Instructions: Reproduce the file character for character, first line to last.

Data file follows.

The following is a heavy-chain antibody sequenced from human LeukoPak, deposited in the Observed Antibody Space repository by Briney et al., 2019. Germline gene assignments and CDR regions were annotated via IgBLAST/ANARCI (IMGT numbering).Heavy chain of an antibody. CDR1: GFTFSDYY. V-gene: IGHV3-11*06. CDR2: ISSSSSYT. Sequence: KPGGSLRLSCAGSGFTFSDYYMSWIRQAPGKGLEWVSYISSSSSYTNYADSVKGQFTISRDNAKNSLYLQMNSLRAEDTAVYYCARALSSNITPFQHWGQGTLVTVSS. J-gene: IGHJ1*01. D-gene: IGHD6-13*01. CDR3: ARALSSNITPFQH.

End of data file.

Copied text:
The following is a heavy-chain antibody sequenced from human LeukoPak, deposited in the Observed Antibody Space repository by Briney et al., 2019. Germline gene assignments and CDR regions were annotated via IgBLAST/ANARCI (IMGT numbering).Heavy chain of an antibody. CDR1: GFTFSDYY. V-gene: IGHV3-11*06. CDR2: ISSSSSYT. Sequence: KPGGSLRLSCAGSGFTFSDYYMSWIRQAPGKGLEWVSYISSSSSYTNYADSVKGQFTISRDNAKNSLYLQMNSLRAEDTAVYYCARALSSNITPFQHWGQGTLVTVSS. J-gene: IGHJ1*01. D-gene: IGHD6-13*01. CDR3: ARALSSNITPFQH.